The UTTE or Ultra Thin Tourbillon Escapement by Arnold & Son is the new record holder for world’s thinnest tourbillon movement. Their new movements measure a mere 2.97mm, a good 0.53mm or 15% thinner than Piaget’s 600P. The new movement by Arnold & Son also boasts a longer 80 hour power reserve, which is nearly twice that of the 600P. This is one watch we can’t wait to see in the flesh at Basel World.
The reason for my long-standing hesitation in changing the name has a lot to do with the site's relationship with search engines and social media websites. As a favor to us (because aBlogtoWatch is now a dedicated team effort), we'd like to ask you to become a new fan/friend/follower of possible new social media accounts such as the aBlogtoWatch Facebook page (which is live but still being developed out). Over the next few days and weeks we will attempt to transition social media accounts, etc.. to reflect the new aBlogtoWatch name (let me know if we miss anything, and stay posted on that).
The question was reasonable as Omega is making a point to replace all watches with non in-house made movements with in-house made movements. Especially in their higher-end collections such as the De Ville, Planet Ocean, and Aqua Terra. So I waited for Baselworld to find out. What I learned is that not only will Omega release an Aqua Terra with an in-house made movement, but that it will also have a GMT complication. This is all part of the new Omega Caliber 9605 automatic movement.
In this production watch however, it is black titanium carbide steel that is used for the case material, which itself is 45mm wide and should have a sturdy presence on the wrist. Add to that the same color scheme used on the Calibre 17 here on the Calibre 1887 (red/black/white), and you can see that the two pieces are related, design wise. However, unlike the Calibre 17 with its closed case back, the Calibre 1887 bears Jack Heuer’s coat of arms and signature in red on the smoked sapphire case back, through which the movement can be seen.
Ito-san made it look easy, which having done a bit of amateur watch destruction, I can tell you it's not.
The restless drive for innovation pursued by watch companies has left a trail of "firsts" and these are a good place to start for the cost-conscious collector. An example of the first ever automatic wristwatch, the Harwood from the late 1920s can be bought for less than £300.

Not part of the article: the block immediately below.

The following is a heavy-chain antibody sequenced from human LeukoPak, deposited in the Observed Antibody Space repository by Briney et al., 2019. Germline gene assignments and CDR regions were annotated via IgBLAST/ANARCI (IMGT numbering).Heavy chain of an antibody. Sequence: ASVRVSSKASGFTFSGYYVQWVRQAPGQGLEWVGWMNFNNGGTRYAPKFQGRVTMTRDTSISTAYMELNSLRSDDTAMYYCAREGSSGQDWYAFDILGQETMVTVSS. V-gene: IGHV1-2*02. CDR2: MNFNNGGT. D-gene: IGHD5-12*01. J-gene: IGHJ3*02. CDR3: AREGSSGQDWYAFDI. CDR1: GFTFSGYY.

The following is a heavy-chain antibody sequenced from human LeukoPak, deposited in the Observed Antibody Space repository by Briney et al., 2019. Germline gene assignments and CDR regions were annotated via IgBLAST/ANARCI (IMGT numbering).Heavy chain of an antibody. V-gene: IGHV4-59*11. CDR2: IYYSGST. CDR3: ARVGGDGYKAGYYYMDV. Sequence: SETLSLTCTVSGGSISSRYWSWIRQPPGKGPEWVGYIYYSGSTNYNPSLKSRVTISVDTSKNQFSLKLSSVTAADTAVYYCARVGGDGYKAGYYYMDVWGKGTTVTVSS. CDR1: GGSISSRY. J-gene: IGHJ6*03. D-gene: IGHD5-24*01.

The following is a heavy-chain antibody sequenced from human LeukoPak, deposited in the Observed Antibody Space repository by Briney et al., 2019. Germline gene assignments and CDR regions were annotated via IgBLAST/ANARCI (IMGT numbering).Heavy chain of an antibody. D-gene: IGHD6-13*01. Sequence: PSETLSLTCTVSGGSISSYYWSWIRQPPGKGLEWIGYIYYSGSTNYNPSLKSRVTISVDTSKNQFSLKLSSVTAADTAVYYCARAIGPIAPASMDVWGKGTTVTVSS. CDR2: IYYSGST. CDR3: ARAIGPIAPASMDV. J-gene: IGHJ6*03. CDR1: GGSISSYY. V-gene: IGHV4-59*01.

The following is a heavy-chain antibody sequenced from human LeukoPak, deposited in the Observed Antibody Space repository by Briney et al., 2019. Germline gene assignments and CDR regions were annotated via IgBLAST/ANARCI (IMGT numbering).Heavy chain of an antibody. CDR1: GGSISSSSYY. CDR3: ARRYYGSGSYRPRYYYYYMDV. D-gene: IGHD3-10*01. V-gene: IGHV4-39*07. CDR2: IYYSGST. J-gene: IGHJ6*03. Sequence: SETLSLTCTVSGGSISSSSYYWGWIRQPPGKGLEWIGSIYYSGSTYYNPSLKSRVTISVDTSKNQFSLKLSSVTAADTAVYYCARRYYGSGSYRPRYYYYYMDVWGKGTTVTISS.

Raymond Weil names its watch lines after musical-related monikers. The Maestro line was introduced in 2010 in advanced celebration of Raymond Weil's 35th year anniversary since they started operating in Geneva in 1976. Many of the watches in the Maestro line are essentially RW's version of classic round watches with guilloché dials and various calendar-related complications.
Please enjoy the following article contributed by legendary watchmaker Peter Roberts of England. Peter's new self-named brand is Peter Roberts and is about to release their first watch.
I actually like the strap with its bund-style segment. In tan brown, the leather strap looks fashionable with its cuff-style appearance. The wide section also helps the watch case appear larger. That is because the Swiss Army Original has a 40mm wide case - which while not small, is not as large as many men want. However, on this style of strap you can remove the bund section for smaller wrists and put it on for larger ones. The case is made out of "nylon fiber," which is a form of plastic. Not exactly black, the cases on these versions of the Swiss Army Original are a deep gray.
Comparing the Tudor Pelagos to the Rolex Submariner is a logical thing to do as they are both dive watches made under the same roof(s). True enough, Tudor dials and cases are made by the same workers, designers, and machines that make Rolex cases and dials. They are however just as different as any two dive pieces in the incredibly populated place that is the dive watch market. The price difference between the two is also about ,000.
Taking my car match from above, let’s take a ride through history on the design evolution of the quintessential American car, the Cadillac, and the quintessential Rolex watch, the “two-tone” Datejust. Both Classics.